Georgia College Front Page

Diversity: College of Arts and Sciences makes a difference with difference

This is part of an ongoing series on diversity.

As the largest division on campus, the College of Arts and Sciences (A&S) makes diversity a priority. And the results are remarkable.

By 2017—four years after President Dr. Steve Dorman unveiled his Diversity Action Plan—new A&S faculty hires from underrepresented populations were up 40 percent.

“Looking at our faculty demographics historically, the majority were white male or white female. But we’ve seen underrepresented faculty increase in numbers slowly, particularly at the assistant professor level,” said Dr. Chavonda Mills, interim associate dean at A&S and professor of chemistry.

Dr. Eric Tenbus became the new dean of A&S last summer, after 17 years in the Midwest. He was impressed to see a diversity action plan in place, along with an Office of Inclusive Excellence. Tenbus plans to continue the trend by devoting more effort toward retention and climate, making sure underrepresented faculty and students feel welcome and appreciated on campus. Professional development and diversity training are also in his strategic plans.

“We see diversity as built-in. It’s what we’re supposed to be doing,” Tenbus said. “Comparing and contrasting your own culture with others is at the crux of critical thinking. This should be a major thrust of education, especially for the liberal arts.”

The A&S department of chemistry, physics and astronomy is one of the most diverse on campus—with 42 percent of faculty born outside the United States and 37 percent women scientists.

When breaking down separate disciplines, the numbers go even higher. Chemistry weighs in with a whopping 82 percent of faculty being women scientists or from other countries and underrepresented groups. Physics is close behind at 75 percent.

This multiplicity of genders, races and nationalities is imperative in the modern classroom. It not only helps attract more underrepresented groups to campus—having diverse faculty also makes minority students feel more comfortable and included. It’s difficult being the only one in a classroom who looks or lives a certain way. It can stifle voices and make students withdrawn or disengaged, Mills said.

“For me—a woman of color with a Ph.D. in chemistry—that’s very rare,” she said. “Having someone who looks like them has a definite impact on student success. Here’s another female scientist. Here’s someone who had similar aspirations, and they’re successful and now leading this class.”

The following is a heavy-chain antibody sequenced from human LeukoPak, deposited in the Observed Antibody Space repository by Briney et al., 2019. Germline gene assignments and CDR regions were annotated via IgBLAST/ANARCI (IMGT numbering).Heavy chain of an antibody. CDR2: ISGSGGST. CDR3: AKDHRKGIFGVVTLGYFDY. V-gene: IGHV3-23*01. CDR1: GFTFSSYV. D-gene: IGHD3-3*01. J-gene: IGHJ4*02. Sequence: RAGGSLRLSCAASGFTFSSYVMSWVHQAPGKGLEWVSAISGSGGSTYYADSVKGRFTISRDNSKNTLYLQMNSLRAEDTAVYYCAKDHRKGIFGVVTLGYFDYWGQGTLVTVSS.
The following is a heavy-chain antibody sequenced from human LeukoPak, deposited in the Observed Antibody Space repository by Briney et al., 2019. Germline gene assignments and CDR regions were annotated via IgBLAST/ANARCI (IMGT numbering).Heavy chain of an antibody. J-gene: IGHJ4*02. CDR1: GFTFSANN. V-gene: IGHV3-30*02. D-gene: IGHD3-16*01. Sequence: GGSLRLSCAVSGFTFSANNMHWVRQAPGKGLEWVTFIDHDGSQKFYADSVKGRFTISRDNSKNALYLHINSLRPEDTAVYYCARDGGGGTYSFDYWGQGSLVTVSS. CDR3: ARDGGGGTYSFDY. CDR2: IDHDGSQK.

“That can motivate students,” Mills said, “and give them that extra push to say, ‘I can do this too.’”


Dr. Chavonda Mills and Dr. Eric Tenbus.

 

Every Georgia College student goes through A&S when taking core classes. So, it’s important everyone feels valued and respected. If A&S didn’t have an assortment of faculty and students—as well as different curriculum, ideas and teaching styles—some graduates could leave campus without ever experiencing diversity, Mills said.

“We’re the largest college, and we take ownership of diversity. We realize the potential impact we can have on the university,” she said. “I think it’s our responsibility to provide diverse experiences to all students at Georgia College, regardless of their major.”

“And we’re doing it,” Mills said. “We can always do better. There’s always room for improvement. But we’re definitely doing it.”

Mills oversees diversity initiatives for the college and chairs its Diversity Leadership Team. In addition to hiring more underrepresented faculty, administrators secured funds for minority scholarships. The college created the A&S Dean’s Excellence Scholarship for incoming first-year students with exceptional admissions portfolios, who come from underrepresented communities and have financial need. Six scholarships were offered in 2016. All six students remained at Georgia College and are academically successful, Mills said. Two more scholarships were added last year.

A&S also sends faculty like Dr. Peter Rosado, assistant professor of chemistry, on recruiting trips. He speaks Spanish and helps parents navigate the complexities of college applications in their own language—something Mills calls “invaluable” for recruiting minority students.

The college provides professional development for faculty on diversity and keeping the workplace friendly and hospitable. This year, efforts are focused on retention of underrepresented groups and identifying barriers that keep minority faculty and students from staying. Next comes strategies to alleviate or eliminate those barriers.

Another retention tool is making sure faculty receive credit for engaging in diversity-related research and service, such as sitting on committees or mentoring minority students.

“All this is important from a self-reflective view. It’s intentional,” Tenbus said. “It shows we’re trying to emulate society in general. Society is becoming more diverse, and we need to reflect that at Georgia College. Students need instructors who will bring something different to the classroom.”

“And if we can help lead the campus along this path,” he said, “we’re happy to do that."

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